Washington DC – Day Trips 2 – Maryland – C&O Canal

Each March, in honor of Maryland Women’s History Month, a special publication is produced to recognize the contributions of women to the State of Maryland. This is the only state to highlight the contributions of its female citizens.

Women have had a very strong presence in Maryland, from its inception. So take this message home to find out more about women’s roles in the history where you live, and get their stories out, so you can appreciate their vital role.

Starting here, in the counties of Maryland closest to Washington, DC, here are some people to get to know and to visit the places associated with them.

Some of these women made amazing, often-unheralded contributions to our nation.

Women were vital to the operation of the Chesapeake and Ohio Canal, a 184 mile long manufactured shipping waterway, located along the northern edge of the Potomac River between Washington, D.C. and Cumberland, Maryland. Now, it’s a National Park and a great recreational area, too.

Here’s some back-ground.

George Washington, a surveyor before his Presidency, had a dream of connecting the eastern states with the western frontier. That led to the creation of the Patowmack Company. Canals were built around the unnavigable parts of the Potomac River and this improved commerce. The C&O Canal inherited the river’s right of way after the Patowmack Company’s demise.

The Canal was in operation from 1850 to 1924, and women had several roles. Whether they worked in the strong supporting role as wife of a boat captain or a locktender, or in the primary role as a boat captain or a lockkeeper themselves, women were essential to the life of the canal.

Some of the women we extol are:
___ Nina Spong, who risked her life to save her children in an accident on board the family canal boat while it was waiting to unload at Georgetown.

___ Elizabeth Burgess, Elizabeth Case and Mrs. James O’Reilly, who each took over operation of the lift locks, after their husbands died. What a grueling job!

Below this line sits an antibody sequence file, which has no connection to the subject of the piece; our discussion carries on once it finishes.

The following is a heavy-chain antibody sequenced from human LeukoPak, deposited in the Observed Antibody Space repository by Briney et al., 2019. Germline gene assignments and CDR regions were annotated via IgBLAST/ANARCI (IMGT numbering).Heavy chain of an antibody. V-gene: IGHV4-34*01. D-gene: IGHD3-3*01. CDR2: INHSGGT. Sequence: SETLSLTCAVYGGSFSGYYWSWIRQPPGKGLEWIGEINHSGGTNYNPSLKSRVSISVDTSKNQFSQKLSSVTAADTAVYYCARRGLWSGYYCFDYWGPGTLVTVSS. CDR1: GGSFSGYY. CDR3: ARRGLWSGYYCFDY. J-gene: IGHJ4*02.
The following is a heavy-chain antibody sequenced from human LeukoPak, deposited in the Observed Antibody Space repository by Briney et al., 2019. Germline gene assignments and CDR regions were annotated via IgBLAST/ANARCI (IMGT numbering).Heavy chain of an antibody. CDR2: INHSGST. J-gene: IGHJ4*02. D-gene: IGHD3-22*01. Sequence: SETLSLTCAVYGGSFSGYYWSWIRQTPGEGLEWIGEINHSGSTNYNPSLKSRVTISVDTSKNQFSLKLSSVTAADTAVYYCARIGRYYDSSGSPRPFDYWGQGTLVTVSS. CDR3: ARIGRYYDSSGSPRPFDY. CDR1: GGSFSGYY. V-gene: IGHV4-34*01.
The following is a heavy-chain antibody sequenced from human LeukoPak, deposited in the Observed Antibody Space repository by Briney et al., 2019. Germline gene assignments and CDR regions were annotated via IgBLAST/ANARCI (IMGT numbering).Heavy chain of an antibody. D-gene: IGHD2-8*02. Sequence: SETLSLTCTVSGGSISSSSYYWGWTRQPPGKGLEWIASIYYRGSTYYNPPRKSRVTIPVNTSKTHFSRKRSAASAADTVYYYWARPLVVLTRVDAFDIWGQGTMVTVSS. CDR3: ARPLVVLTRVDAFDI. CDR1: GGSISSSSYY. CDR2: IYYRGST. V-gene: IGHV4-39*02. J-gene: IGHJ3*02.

___ Catherine Ensminger of Williamsport who became a canal boat captain after her husband died. Indeed, during the Civil War period, many other canal widows also took over their husbands’ jobs.

___ Cora Hebb from the area of Sharpsburg was also well-known along the canal for her delicious baked bread. Many locktenders’ wives supplemented the family income in this way. Women worked side-by-side with their husbands and their children to make the C&O Canal run. Their unsung contributions are beyond measure.

You can even stay in Canal Quarters within the Park. You can be staying in a historic Canal Lockhouse for a day and night. In the cabin, there are household tools and furnishings reminiscent of different periods of the canal’s history. These convey the living conditions of a lock keeper’s family as it may have been during the 1830s, at the time of the Civil War, the turn of the twentieth century, or the 1950s.

Three historic buildings: Lockhouse 6 near Washington DC, Lockhouse 22 known as Pennyfield Lock, and Lockhouse 49 in Four Locks near Clear Spring, Maryland, are now open for reservations. Two other lockhouses are being rehabilitated and will be available in the near future. See links at the site.

Washington, DC Travel – Archived Articles

©2011 mystic at Travel Vacation Review

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